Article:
They Did Not Get Their Glatt Food…And She Fainted


untitled6An interesting lawsuit is reported in the pages of Yediot Achronot. A rov and his rebbetzin flew from Eretz Yisroel to the United States and back on Israir Airlines. They had ordered the “special kosher” glatt meals for their trip. On the return trip, they were told that their names were not on the glatt meal list and therefore there were no meals for them.

When they got off the plane, the rebbetzin fainted and fell backwards, hurting herself in the process. Her shaitel fell off and her dress became disheveled in an embarrassing fashion.

For their pain, embarrassment and discomfort, they sued the airline for 17,800 NIS.

Israir’s defense was that they are under no obligation to provide glatt meals, along with the fact that the couple could have eaten the regular kosher and not fasted for the duration of the flight. The women’s falling down and hurting herself happened after the flight, the airline said, while she was no longer on their plane, so they are not responsible for it. The airline also said that the amount being claimed is ridiculous, as it is nearly double the price of a round trip ticket.

The courts rejected the defense, saying that they have no right to change a person’s meal in the middle of the flight, so they cannot claim that the rov and rebbetin should have eaten the regular kosher meal. Israir, the courts said, had no right to put them in the dilemma of choosing to eat something they do not approve of. Also, the agreement to provide glatt meals seems to be a contractual agreement entered upon the purchase of the ticket with the glatt meal requested. Israir did not show that they have no such obligation to provide the requested meal. Even though the injury came from a fall after the flight, it is clear that it was a direct result of the flight itself and therefore Israir is liable.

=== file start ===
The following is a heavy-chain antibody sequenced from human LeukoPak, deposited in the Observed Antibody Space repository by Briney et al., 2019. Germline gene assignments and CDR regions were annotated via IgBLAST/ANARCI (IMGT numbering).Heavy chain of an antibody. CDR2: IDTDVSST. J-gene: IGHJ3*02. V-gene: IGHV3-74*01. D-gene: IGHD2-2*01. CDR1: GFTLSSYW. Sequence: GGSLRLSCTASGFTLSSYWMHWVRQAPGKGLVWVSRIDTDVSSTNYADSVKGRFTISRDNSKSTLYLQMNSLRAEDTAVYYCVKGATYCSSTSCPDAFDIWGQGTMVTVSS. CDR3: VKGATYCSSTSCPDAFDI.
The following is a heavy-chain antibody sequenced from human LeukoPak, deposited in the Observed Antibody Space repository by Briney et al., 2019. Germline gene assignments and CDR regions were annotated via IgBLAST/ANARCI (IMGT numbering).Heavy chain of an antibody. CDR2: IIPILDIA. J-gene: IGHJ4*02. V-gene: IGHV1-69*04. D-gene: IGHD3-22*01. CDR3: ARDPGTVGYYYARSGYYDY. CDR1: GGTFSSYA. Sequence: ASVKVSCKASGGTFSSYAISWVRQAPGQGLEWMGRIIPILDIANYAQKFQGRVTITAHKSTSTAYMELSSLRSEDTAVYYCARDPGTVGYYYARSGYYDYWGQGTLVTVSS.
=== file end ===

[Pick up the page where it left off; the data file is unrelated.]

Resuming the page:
They were only awarded 3000 NIS plus court costs, and not the full sum requested.

As Rafi Goldmeier comments on his excellent blog, it is good to see the courts defend the religious rights of the passengers and not let Israir get away with it. It is a ridiculous claim that they were not obligated to provide the requested meal. If they agreed to it as part of the flight, they have to provide it. If the passengers do not eat other meals for religious reasons, that is their right to choose and Israir has no right to say otherwise.

Usually, people bring food along knowing that one cannot rely on the airline. In any case, often, the food is not very good, so you need to have other food available.

Perhaps now the airline – and other airlines as well – will take their passengers’ needs more seriously.

{Yair Israel, Rafi Goldmeier-LifeInIsrael Blog}


  1. I think we can all learn a lesson from this story. My Mother allways says when ever you travel, allways take along more food then you need. You never know, and in the worst case or best case you can allways offer some packaged food to another person on the flight.